Use Cash Back Websites

I absolutely ADORE cash-back websites. I use Ebates whenever I’m doing online shopping to make sure that I can take advantage of deals. Ebates is a cash-back website that gives you cash back for things that you were going to spend money on anyways. The savings can be small or huge, ranging from 1.5% cash-back to 21% cash back.

I used eBates to purchase my website on Bluehost which lowered my cost from $46 for the year to $36 for the year. If I add in a 2% cash back that I get from my credit card company, that’s savings that I just can’t ignore. To date, I’ve gotten $147 in cash back, which is money that I wouldn’t have seen otherwise.

They do have a $5 minimum threshold before you can get paid in Paypal or check, but I think it’s worth it. If you join eBates they also give you a $10 bonus just for signing up. You’re getting paid to get paid more, it’s a great service that you should take advantage of!

Look for Alternatives

The great thing about business is that there’s ALWAYS more than 1. There’s more than one way to get the value or utility that you are looking for. If you’re looking for a phone, there’re Google, Apple, Samsung, Microsoft, and many others who are competing for your hard-earned dollars. For lunch, you can always pack your own instead of going out. 

If you’re looking for buying in bulk, there’s Costco, Sam’s club, BJ’s Wholesale Club, and many more. This doesn’t just apply to products, it applies in investing as well. There’s always more than one company doing the same or similar thing to another company. Escaping competition is hard and not prevalent these days. A patented product can easily be loopholed around it.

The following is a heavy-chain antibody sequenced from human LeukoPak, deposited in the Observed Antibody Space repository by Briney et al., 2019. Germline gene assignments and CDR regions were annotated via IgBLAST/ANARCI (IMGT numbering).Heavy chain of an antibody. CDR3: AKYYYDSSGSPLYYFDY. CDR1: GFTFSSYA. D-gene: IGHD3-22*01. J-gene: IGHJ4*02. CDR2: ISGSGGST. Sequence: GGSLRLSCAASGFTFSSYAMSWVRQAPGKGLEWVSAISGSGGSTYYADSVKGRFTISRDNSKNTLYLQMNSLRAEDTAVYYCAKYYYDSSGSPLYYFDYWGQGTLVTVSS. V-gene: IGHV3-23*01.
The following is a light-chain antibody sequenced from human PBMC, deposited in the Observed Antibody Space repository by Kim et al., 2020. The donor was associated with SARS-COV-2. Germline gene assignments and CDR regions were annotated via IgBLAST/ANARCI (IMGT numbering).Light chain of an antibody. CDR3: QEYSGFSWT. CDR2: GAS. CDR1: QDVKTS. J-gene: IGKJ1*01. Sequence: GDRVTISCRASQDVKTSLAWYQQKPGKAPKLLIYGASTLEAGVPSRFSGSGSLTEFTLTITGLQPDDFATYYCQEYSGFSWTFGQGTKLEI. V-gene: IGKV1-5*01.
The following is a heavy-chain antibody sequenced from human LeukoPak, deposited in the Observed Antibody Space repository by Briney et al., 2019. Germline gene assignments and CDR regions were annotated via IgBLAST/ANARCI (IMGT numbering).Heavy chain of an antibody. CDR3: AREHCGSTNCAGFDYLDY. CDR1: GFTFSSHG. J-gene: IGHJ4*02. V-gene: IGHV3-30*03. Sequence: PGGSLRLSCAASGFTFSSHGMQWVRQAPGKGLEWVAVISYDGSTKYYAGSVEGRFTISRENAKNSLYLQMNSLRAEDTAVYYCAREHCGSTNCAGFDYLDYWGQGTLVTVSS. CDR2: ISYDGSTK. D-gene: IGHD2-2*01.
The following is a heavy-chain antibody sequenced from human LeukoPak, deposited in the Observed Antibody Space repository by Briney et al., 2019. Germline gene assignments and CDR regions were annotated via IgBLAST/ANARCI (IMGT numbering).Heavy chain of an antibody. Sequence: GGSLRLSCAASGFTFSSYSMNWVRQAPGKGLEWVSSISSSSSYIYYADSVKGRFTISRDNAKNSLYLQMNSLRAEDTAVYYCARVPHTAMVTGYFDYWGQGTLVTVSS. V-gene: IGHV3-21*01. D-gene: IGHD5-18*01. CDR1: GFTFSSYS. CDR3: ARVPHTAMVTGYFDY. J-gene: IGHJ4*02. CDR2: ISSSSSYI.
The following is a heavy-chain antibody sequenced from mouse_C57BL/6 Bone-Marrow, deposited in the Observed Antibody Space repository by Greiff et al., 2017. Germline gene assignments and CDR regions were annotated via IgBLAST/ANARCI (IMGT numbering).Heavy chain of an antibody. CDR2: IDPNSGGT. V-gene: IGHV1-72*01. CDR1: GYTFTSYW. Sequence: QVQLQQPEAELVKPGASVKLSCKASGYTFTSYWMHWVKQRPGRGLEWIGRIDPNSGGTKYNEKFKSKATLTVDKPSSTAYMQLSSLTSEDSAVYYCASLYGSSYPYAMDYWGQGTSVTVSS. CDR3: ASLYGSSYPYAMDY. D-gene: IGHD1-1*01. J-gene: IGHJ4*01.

The lesson in all of this is that doing your research can reward you. Looking at alternatives is time consuming but the money and headaches saved can be well worth it. With the internet, it’s not as time consuming as before but you still have to know which resources to look for, which sources to trust, etc.

Remember, you’re the one spending money, you’re the one with power. Looking for ways to increase that power even further helps with your bottom line and get the most bang for your buck.


Tracking what you’re spending money on is becoming essential. You can’t afford to not know where your money is going. Looking for ways to use less, using a cash-back earnings website like eBates, and looking for alternatives can be a great way to save a little extra cash. Not spending any money for a week is a different thing that what I am used to doing, but after a while I’m sure it will be second nature to me. The more I’m used to doing it, the better I’ll be at cutting expenses!

Readers, what’s your guide to spending money? How do you look for ways to save? Let me know in the comments below!

Finance Solver

I grew my net worth to $40,000 as a college student through hard work, discipline, and a little bit of luck. I graduated college in 2016 and will be starting to plan for my retirement once I start working.I am planning on reaching financial independence by my early 30's and I will document my moments of inspiration all the way to desperation here.

My goal is to enable your success in personal finance so that you can realize the American dream. The first step is starting today!

Read more about me here.

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14 thoughts on “Spending Money can Be Expensive

  1. That’s great that you didn’t spend any money for few days! A few no-spend days each month really adds up. And kudos to you for taking your lunch!

    As far as prep time for lunches goes, last weekend I made a couple of big batches of fried rice and pasta for my husband and daughter to take for lunch all week (so we didn’t have to prep lunches each day). Batching preparation of lunches saved me a ton of time this week!

    • Finance Solver says:

      Thanks Amanda! This week also, I spent 7$ eating out for lunch and packed a lunch for the other 4 days. The company also took us out to lunch a couple times so that helped a lot 🙂

      I’ve been thinking of batching my lunches to save even more time. I have to add some extra recipes to my arsenal because I don’t think I know a lot of recipes that I can cook for the rest of the week. The joys of being a bachelor!

  2. Buying lunch at work is a pet peeve of mine as well. At the cafeteria it will cost me around $8 and if I make it myself it will cost $2. Not much of a difference, but over the course of a year it adds up. I also save a few pounds as well since the lunches I pack are always healthier than what I would buy.

    • Finance Solver says: